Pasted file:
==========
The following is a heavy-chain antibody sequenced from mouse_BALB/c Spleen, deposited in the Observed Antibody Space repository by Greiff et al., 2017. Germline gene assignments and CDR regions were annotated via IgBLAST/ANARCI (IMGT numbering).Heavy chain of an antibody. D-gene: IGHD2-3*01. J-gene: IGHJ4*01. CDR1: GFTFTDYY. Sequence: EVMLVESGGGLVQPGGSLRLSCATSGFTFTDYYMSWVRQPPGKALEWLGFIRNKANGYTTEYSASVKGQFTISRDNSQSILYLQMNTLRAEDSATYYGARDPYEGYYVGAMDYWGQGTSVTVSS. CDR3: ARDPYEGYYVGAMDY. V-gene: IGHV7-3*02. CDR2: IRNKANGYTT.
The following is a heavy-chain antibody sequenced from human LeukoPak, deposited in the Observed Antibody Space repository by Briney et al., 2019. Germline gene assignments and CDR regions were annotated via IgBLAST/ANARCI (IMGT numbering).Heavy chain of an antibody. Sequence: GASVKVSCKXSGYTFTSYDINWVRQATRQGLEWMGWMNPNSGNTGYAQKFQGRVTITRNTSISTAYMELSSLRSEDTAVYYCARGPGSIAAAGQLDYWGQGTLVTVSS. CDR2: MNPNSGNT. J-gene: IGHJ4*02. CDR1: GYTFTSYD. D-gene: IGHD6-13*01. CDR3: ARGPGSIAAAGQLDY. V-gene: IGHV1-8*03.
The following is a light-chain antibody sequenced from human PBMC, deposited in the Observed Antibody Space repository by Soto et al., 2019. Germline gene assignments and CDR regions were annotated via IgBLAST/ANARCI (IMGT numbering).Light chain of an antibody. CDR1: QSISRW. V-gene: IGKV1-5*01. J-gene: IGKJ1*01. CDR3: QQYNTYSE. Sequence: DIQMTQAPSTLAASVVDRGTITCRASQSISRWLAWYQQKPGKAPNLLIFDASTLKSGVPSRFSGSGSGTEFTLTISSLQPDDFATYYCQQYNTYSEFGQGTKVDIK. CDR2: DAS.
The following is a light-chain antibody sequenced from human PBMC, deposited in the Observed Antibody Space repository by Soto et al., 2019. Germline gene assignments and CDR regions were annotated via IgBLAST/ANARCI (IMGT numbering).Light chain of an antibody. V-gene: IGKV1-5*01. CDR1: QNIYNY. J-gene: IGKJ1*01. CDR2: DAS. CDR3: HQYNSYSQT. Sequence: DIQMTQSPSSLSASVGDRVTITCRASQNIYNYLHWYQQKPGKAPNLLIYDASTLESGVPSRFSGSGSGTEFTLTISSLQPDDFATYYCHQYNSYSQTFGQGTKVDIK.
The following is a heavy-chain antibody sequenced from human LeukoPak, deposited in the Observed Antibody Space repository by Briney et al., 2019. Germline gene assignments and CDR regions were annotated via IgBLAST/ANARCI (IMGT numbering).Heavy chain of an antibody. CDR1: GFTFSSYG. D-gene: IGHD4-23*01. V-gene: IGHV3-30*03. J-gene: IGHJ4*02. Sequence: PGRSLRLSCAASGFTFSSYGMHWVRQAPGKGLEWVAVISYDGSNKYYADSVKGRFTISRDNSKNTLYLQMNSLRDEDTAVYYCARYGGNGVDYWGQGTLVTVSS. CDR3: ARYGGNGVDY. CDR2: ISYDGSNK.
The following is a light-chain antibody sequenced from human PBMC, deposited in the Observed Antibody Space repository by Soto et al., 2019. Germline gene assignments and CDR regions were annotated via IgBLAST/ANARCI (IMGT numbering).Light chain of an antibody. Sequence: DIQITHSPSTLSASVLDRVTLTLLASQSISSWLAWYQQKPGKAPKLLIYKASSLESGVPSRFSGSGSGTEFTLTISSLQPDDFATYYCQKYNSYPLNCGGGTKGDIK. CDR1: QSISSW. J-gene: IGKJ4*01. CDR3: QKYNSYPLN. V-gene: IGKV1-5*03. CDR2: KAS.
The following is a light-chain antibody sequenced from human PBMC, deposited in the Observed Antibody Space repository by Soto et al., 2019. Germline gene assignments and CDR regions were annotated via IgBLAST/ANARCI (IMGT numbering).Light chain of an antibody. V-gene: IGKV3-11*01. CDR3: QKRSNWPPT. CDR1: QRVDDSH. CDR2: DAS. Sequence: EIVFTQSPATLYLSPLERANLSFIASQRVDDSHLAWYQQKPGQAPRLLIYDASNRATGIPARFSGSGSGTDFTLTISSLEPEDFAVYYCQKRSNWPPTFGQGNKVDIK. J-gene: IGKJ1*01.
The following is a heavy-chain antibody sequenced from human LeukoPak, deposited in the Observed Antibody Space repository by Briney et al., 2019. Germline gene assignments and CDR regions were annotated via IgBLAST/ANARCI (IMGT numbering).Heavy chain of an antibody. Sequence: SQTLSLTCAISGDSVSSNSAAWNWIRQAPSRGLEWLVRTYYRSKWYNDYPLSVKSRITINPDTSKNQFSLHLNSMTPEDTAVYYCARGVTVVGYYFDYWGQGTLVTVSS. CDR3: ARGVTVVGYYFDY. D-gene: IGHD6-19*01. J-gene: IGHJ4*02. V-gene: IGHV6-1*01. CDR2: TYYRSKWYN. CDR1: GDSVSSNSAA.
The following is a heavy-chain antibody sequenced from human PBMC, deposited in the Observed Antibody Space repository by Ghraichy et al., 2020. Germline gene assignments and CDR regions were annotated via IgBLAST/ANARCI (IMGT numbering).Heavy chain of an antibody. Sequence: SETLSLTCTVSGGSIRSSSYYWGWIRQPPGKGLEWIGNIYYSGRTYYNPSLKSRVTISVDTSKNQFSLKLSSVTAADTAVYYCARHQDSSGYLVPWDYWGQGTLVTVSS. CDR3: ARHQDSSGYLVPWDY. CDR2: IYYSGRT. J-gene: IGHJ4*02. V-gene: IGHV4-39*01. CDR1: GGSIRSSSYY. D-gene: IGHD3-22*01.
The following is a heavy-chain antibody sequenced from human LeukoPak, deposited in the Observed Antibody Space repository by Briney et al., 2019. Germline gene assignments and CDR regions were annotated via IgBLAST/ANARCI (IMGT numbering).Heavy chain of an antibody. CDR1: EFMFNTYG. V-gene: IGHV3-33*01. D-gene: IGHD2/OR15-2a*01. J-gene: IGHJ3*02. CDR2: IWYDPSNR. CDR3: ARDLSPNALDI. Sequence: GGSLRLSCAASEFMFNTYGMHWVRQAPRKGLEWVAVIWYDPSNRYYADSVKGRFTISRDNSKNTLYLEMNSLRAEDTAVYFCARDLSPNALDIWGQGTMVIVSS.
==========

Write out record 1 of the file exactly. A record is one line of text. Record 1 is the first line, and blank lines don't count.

The following is a heavy-chain antibody sequenced from mouse_BALB/c Spleen, deposited in the Observed Antibody Space repository by Greiff et al., 2017. Germline gene assignments and CDR regions were annotated via IgBLAST/ANARCI (IMGT numbering).Heavy chain of an antibody. D-gene: IGHD2-3*01. J-gene: IGHJ4*01. CDR1: GFTFTDYY. Sequence: EVMLVESGGGLVQPGGSLRLSCATSGFTFTDYYMSWVRQPPGKALEWLGFIRNKANGYTTEYSASVKGQFTISRDNSQSILYLQMNTLRAEDSATYYGARDPYEGYYVGAMDYWGQGTSVTVSS. CDR3: ARDPYEGYYVGAMDY. V-gene: IGHV7-3*02. CDR2: IRNKANGYTT.